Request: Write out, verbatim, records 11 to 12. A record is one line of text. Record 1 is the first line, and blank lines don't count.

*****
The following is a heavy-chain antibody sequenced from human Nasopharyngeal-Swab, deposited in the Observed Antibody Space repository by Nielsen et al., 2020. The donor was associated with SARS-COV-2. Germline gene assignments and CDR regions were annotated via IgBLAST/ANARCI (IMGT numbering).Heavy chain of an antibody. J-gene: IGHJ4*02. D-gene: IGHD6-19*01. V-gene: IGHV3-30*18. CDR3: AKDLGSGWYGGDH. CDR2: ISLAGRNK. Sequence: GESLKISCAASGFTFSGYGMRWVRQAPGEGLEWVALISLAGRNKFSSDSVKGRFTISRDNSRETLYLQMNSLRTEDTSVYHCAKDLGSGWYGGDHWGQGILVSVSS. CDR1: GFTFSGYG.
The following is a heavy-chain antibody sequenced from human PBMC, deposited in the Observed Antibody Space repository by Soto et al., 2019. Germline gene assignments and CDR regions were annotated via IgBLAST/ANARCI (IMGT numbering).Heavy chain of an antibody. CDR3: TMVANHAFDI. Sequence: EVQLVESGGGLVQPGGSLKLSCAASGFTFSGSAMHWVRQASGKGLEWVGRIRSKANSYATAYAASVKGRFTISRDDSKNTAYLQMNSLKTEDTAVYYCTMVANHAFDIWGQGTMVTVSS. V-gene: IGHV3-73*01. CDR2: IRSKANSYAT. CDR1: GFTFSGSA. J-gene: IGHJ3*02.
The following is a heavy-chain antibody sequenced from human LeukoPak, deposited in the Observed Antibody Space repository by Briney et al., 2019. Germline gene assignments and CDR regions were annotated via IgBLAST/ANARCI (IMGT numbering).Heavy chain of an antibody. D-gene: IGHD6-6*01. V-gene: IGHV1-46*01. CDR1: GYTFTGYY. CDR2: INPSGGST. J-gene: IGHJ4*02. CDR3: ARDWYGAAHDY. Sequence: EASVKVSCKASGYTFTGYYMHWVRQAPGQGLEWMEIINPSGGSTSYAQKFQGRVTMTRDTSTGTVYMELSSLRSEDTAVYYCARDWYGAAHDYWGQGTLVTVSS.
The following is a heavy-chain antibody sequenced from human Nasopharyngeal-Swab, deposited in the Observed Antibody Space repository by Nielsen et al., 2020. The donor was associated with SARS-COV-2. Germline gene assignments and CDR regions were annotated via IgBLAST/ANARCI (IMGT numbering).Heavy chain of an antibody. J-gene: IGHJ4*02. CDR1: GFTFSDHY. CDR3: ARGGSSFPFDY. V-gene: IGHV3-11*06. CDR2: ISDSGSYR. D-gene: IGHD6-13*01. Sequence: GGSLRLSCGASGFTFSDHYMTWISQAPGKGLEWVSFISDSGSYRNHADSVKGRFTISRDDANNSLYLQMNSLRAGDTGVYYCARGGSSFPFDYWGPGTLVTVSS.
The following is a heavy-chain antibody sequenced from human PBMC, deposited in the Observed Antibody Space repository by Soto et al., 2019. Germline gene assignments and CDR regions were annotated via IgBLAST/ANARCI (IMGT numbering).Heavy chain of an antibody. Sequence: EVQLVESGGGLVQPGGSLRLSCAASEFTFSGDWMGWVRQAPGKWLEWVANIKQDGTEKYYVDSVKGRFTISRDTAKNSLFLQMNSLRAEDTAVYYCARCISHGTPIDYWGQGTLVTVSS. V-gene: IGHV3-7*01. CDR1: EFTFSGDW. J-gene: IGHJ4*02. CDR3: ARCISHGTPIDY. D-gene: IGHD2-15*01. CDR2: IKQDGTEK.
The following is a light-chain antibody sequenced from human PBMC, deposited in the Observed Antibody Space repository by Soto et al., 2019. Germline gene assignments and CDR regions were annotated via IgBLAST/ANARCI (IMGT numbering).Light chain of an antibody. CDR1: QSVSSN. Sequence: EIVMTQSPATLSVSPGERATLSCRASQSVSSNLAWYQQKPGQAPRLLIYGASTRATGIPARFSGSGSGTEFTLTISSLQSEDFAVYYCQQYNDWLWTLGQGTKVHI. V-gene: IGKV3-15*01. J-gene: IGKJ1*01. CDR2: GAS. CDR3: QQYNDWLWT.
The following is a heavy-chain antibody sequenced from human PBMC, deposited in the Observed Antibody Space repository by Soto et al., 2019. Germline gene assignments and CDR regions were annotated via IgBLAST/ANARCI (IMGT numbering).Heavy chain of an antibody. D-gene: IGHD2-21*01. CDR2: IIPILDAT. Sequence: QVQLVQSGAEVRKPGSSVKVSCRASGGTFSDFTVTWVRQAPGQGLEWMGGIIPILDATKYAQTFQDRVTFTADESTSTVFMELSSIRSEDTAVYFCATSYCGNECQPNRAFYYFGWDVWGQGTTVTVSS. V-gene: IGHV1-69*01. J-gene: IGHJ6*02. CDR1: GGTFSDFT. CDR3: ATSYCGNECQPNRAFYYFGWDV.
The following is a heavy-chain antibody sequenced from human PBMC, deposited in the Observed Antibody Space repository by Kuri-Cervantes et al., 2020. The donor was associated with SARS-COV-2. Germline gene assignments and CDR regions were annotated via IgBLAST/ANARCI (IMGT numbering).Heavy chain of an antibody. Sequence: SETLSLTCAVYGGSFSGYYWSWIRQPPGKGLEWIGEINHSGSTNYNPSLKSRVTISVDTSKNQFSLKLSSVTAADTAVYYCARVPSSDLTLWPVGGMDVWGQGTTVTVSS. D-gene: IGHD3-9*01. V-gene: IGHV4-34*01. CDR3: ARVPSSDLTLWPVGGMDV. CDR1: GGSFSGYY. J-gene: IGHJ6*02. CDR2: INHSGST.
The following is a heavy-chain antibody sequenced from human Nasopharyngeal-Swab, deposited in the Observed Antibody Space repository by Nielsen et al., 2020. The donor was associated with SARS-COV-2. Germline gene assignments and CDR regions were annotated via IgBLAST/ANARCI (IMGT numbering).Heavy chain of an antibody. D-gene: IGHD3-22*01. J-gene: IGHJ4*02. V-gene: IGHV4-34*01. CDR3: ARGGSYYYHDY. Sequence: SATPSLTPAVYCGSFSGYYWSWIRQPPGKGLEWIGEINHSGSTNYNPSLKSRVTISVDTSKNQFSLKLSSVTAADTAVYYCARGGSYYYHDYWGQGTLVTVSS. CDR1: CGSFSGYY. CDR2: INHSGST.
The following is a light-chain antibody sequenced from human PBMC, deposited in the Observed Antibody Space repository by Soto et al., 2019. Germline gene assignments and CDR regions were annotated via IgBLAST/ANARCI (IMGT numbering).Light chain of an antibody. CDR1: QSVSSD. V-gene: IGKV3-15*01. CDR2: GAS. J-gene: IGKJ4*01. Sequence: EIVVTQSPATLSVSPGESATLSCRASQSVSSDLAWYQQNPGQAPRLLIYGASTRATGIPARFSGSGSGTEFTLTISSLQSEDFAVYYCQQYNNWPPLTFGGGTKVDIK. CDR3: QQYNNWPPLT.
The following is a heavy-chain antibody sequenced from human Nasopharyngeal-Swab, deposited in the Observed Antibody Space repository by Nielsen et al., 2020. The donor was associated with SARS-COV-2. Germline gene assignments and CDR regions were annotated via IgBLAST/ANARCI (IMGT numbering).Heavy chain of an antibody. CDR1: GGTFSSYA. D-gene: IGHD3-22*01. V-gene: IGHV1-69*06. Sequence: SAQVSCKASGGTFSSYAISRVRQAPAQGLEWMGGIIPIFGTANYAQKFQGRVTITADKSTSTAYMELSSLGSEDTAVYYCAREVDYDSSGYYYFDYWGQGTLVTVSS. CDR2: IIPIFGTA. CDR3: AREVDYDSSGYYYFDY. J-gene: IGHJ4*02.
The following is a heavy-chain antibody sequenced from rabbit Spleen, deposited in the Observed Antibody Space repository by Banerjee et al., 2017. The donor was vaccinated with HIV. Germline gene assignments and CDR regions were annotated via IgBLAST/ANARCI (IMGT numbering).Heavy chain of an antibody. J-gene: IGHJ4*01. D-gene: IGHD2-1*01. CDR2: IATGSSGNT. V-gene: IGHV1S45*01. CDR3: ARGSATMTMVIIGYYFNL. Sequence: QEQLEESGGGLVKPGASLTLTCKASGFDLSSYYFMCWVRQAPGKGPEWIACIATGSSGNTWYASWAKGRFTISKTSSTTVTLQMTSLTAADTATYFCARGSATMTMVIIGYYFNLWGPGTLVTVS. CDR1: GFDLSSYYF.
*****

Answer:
The following is a heavy-chain antibody sequenced from human Nasopharyngeal-Swab, deposited in the Observed Antibody Space repository by Nielsen et al., 2020. The donor was associated with SARS-COV-2. Germline gene assignments and CDR regions were annotated via IgBLAST/ANARCI (IMGT numbering).Heavy chain of an antibody. CDR1: GGTFSSYA. D-gene: IGHD3-22*01. V-gene: IGHV1-69*06. Sequence: SAQVSCKASGGTFSSYAISRVRQAPAQGLEWMGGIIPIFGTANYAQKFQGRVTITADKSTSTAYMELSSLGSEDTAVYYCAREVDYDSSGYYYFDYWGQGTLVTVSS. CDR2: IIPIFGTA. CDR3: AREVDYDSSGYYYFDY. J-gene: IGHJ4*02.
The following is a heavy-chain antibody sequenced from rabbit Spleen, deposited in the Observed Antibody Space repository by Banerjee et al., 2017. The donor was vaccinated with HIV. Germline gene assignments and CDR regions were annotated via IgBLAST/ANARCI (IMGT numbering).Heavy chain of an antibody. J-gene: IGHJ4*01. D-gene: IGHD2-1*01. CDR2: IATGSSGNT. V-gene: IGHV1S45*01. CDR3: ARGSATMTMVIIGYYFNL. Sequence: QEQLEESGGGLVKPGASLTLTCKASGFDLSSYYFMCWVRQAPGKGPEWIACIATGSSGNTWYASWAKGRFTISKTSSTTVTLQMTSLTAADTATYFCARGSATMTMVIIGYYFNLWGPGTLVTVS. CDR1: GFDLSSYYF.